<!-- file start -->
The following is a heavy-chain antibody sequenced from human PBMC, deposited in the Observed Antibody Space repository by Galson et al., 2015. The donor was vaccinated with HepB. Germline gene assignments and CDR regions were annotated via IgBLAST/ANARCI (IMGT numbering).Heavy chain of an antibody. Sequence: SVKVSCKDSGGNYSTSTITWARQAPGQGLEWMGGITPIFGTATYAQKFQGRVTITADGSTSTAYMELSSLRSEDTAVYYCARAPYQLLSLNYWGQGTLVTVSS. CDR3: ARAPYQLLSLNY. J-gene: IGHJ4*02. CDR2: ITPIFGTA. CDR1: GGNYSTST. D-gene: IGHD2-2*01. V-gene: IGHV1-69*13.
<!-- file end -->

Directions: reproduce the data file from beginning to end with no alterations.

The following is a heavy-chain antibody sequenced from human PBMC, deposited in the Observed Antibody Space repository by Galson et al., 2015. The donor was vaccinated with HepB. Germline gene assignments and CDR regions were annotated via IgBLAST/ANARCI (IMGT numbering).Heavy chain of an antibody. Sequence: SVKVSCKDSGGNYSTSTITWARQAPGQGLEWMGGITPIFGTATYAQKFQGRVTITADGSTSTAYMELSSLRSEDTAVYYCARAPYQLLSLNYWGQGTLVTVSS. CDR3: ARAPYQLLSLNY. J-gene: IGHJ4*02. CDR2: ITPIFGTA. CDR1: GGNYSTST. D-gene: IGHD2-2*01. V-gene: IGHV1-69*13.